Wednesday, April 9, 2014

Two Things I Stole from Someone Else (for use in (O)D&D)


Hi, My Name is Bert the Purple Worm
The OD&D reaction roll is a 2d6, with 2-5 being negative, 6-8 uncertain and 9-12 positive. That works fine a lot of the time but then sometimes you need more information or it's just preferable to not have to think of a new way for a Gnoll to be uncertain. B/X crams additional outcomes into the role based on the rolled value but it's still not always immediately clear to me how this Gnoll reacts. Which is to say that I'm not great at spur-of-the-moment characterization.

New Rule: Designate one of the reaction roll's 2d6 "dark" and the other “light” (obviously easiest if you've got a dark and a light die, but whatever). Use the color of the higher die to determine the creature's behavior in greater detail: "dark," denotes craftiness, calculation, stalking, underhanded behavior, subterfuge while, "light," denotes forthrightness and direct action. 

Light reactions pretty clearly telegraph intent to the party: the monster is clearly unhappy with you, or its not sure or its indifferent or maybe even gestures to you for help or in some friendly greeting. The Players, of course, can still read the monster wrong.

Intelligent, calculating, outnumbered or predatory monsters are more likely to act with caution/avoid telegraphing intent so ties break “dark” for more intelligent, calculating, outnumbered or predatory creatures (if you want an editable chart listing OD&D monsterintelligence, behavior, etc., see here).

For reference, here are the results of a very simple sort and copy/paste using the linked chart.*

More Intelligent, Calculating, or Predatory Monsters
Basilisks, Chimeras, Dragons, Gargoyles, Giants, Gnolls, Goblins, Hydras, Kobolds, Medusae, Men (Bandits, Buccaneers & Nomads), Minotaurs, Ogres, Purple Worms, Sea Monsters, Trolls, Unicorns, Vampires, Weretigers, Werewolves, Wyverns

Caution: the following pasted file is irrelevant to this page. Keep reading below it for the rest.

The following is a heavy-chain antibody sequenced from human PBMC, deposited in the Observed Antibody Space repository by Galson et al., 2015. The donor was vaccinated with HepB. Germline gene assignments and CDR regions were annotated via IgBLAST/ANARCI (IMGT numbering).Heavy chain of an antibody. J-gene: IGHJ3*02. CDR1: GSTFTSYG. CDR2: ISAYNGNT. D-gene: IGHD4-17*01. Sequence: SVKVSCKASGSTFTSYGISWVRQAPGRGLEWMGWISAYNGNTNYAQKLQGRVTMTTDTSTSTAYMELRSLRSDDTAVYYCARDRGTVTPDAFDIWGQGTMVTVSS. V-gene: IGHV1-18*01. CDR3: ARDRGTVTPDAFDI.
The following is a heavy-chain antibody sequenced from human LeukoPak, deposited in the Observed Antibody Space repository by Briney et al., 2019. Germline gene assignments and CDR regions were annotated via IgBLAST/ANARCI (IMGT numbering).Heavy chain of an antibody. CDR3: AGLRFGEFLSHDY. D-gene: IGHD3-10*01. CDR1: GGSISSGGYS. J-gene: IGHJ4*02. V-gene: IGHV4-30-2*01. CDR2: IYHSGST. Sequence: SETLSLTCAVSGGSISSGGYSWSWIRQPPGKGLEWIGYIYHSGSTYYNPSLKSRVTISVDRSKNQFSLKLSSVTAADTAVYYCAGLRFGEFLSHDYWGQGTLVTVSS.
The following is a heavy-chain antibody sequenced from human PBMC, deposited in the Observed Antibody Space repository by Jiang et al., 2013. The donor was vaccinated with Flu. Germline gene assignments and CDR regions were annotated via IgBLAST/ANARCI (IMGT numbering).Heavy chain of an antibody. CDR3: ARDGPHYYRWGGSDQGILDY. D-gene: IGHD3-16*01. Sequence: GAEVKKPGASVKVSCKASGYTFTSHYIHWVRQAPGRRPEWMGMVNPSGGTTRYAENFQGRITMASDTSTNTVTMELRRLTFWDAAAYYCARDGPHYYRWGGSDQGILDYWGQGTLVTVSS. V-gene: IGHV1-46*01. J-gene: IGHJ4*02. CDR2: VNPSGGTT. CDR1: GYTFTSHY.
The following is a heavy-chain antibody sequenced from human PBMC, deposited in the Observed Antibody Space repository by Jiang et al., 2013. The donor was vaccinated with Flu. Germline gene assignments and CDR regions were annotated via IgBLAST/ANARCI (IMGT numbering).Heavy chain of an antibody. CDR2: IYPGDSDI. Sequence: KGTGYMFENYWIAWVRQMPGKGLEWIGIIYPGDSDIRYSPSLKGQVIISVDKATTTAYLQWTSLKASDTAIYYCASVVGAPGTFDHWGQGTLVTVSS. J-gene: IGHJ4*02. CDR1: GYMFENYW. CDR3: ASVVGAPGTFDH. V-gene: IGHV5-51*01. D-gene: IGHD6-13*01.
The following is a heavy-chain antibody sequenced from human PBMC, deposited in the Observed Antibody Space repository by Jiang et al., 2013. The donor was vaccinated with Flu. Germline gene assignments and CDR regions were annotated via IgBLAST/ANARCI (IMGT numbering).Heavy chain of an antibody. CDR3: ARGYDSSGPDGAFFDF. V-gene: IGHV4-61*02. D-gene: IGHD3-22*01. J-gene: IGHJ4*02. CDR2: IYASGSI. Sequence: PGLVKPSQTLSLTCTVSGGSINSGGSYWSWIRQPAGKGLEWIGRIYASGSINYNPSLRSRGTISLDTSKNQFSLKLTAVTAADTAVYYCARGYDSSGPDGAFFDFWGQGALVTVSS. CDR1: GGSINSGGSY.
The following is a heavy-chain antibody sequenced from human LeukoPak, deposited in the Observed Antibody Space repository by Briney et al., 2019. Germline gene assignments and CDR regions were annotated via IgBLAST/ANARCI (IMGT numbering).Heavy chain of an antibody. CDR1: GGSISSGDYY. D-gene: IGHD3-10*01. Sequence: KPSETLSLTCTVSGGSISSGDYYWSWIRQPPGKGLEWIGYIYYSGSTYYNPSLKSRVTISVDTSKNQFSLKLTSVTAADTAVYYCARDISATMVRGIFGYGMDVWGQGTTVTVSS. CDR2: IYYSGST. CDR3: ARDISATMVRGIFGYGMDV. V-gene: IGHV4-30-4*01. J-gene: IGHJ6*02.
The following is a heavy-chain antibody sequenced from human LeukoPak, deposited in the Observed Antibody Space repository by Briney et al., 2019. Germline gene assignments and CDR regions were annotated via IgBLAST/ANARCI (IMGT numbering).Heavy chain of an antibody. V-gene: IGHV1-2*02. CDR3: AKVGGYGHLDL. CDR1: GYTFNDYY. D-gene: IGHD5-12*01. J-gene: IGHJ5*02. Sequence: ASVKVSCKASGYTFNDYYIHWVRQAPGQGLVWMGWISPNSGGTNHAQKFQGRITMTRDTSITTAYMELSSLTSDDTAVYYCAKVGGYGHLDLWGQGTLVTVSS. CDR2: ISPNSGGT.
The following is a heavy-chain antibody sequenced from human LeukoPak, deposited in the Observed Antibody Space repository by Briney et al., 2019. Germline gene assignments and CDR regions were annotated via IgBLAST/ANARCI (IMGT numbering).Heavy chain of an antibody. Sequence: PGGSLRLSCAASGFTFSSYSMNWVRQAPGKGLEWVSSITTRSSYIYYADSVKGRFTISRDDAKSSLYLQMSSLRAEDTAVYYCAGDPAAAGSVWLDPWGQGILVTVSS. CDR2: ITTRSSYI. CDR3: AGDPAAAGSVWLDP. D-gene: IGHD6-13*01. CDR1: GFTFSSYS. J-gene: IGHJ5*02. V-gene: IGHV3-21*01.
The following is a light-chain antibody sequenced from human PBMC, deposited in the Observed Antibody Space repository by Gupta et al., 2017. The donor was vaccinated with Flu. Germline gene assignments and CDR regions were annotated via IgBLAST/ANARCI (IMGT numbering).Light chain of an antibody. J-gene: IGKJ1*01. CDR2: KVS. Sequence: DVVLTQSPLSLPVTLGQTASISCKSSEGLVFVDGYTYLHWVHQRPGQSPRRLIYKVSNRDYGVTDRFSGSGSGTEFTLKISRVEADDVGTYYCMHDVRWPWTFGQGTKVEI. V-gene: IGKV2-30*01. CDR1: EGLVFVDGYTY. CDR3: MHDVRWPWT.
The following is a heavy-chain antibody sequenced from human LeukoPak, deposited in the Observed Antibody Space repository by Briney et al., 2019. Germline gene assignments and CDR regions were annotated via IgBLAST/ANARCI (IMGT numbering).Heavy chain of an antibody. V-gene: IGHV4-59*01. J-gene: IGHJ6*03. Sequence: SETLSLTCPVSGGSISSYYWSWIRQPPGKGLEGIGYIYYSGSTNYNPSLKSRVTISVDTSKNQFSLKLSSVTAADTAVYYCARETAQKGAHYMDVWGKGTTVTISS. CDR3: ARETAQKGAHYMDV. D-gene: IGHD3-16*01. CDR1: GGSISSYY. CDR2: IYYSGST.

Or, if you're working with the encounter type tables on pages 17 and 18 of Volume 3 and want to do this more simply: All Dragons (less the Cockatrice), All Chaotic Giants, All odd results on the Lycanthrope table, plus Unicorns, Gargoyles, Vampires and Purple Worms (standard or marine variant). Trim to suit.

Really, though, it ought to be pretty intuitive what constitutes a more intelligent, calculating or predatory monster.

Examples of Dark Reactions by broad type
More Intelligent creatures will act as calculating, but may also use the first opportunity to alert others or try to manipulate the party for creature's own gain (EX: Dragons, Unicorns)

Calculating creatures will try to assess party strengths and weaknesses, may use poison or drugs, may lead them into traps (EX: Giants)

Predatory creatures may slink away to stalk the party or assess strengths and weaknesses (EX: Chimerae, Goblins, Werewolves)

Domesticated creatures that don't ape predatory behaviors (like a hunting animal might) - ignore Dark reactions


Motifs/Landmarks/Asks
This is a tool to help Players remind GMs things they liked/were interested in seeing more of and GMs remember those things (I sometimes fail to communicate properly with my GMs and I know I've forgotten, misplaced and mis-remembered things Players wanted to see more of).

At the start of the first session, the GM hands out index cards to the Players, one for every three players (round up, so four Players get two cards). On the cards is the word “Motif” and three bullet points. During play, each Player writes down something “in the fiction” of which they'd like to see more and initials this note. Each player can contribute one thing to a card unless numbers dictate that a Player must contribute twice to fill in all three bullets. At the end of the second session, if not earlier, all cards should be handed back to the GM.

The GM endeavors to include the three motifs in an upcoming dungeon, hex or other major location/landmark. Once done, the GM hands the Players a new card.

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*Sort by the Behavior and Organization columns. I organized each of these columns intentionally, in an order I consider more important when creating encounters and running monsters (intelligence → hunting behavior → general disposition → lairing behavior → social structure, if any, etc).
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+Epidiah Ravachol's Swords without Master does this thing where you roll 2d6, and the higher of the two rolls dictates the "tone" of the scene or next bit of the scene or whatever. I stole this from that. Motifs are used there to determine the pacing and end of the story/adventure. Here, they're much closer to an on-the-fly generator for what Necropraxis calls, "landmarks".

attribution: photo of Selk'nam people by Martin Gusinde 
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